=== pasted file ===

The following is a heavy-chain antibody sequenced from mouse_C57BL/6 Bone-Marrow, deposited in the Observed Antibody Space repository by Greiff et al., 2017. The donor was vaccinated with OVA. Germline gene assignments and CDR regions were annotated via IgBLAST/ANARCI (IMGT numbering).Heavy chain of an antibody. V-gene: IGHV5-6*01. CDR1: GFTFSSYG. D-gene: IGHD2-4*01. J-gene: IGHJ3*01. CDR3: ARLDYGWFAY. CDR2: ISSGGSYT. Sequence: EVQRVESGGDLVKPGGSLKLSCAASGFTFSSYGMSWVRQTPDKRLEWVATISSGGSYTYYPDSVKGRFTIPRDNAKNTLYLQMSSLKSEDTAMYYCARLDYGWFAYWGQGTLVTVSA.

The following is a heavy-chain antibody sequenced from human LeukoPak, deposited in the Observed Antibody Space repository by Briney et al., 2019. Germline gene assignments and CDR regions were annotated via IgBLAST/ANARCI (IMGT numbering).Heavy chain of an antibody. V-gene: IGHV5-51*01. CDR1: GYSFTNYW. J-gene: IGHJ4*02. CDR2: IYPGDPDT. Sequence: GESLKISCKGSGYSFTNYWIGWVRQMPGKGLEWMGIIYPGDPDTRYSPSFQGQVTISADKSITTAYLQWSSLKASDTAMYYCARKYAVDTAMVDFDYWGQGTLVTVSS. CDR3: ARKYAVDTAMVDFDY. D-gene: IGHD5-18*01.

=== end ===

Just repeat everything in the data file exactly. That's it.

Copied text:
The following is a heavy-chain antibody sequenced from mouse_C57BL/6 Bone-Marrow, deposited in the Observed Antibody Space repository by Greiff et al., 2017. The donor was vaccinated with OVA. Germline gene assignments and CDR regions were annotated via IgBLAST/ANARCI (IMGT numbering).Heavy chain of an antibody. V-gene: IGHV5-6*01. CDR1: GFTFSSYG. D-gene: IGHD2-4*01. J-gene: IGHJ3*01. CDR3: ARLDYGWFAY. CDR2: ISSGGSYT. Sequence: EVQRVESGGDLVKPGGSLKLSCAASGFTFSSYGMSWVRQTPDKRLEWVATISSGGSYTYYPDSVKGRFTIPRDNAKNTLYLQMSSLKSEDTAMYYCARLDYGWFAYWGQGTLVTVSA.

The following is a heavy-chain antibody sequenced from human LeukoPak, deposited in the Observed Antibody Space repository by Briney et al., 2019. Germline gene assignments and CDR regions were annotated via IgBLAST/ANARCI (IMGT numbering).Heavy chain of an antibody. V-gene: IGHV5-51*01. CDR1: GYSFTNYW. J-gene: IGHJ4*02. CDR2: IYPGDPDT. Sequence: GESLKISCKGSGYSFTNYWIGWVRQMPGKGLEWMGIIYPGDPDTRYSPSFQGQVTISADKSITTAYLQWSSLKASDTAMYYCARKYAVDTAMVDFDYWGQGTLVTVSS. CDR3: ARKYAVDTAMVDFDY. D-gene: IGHD5-18*01.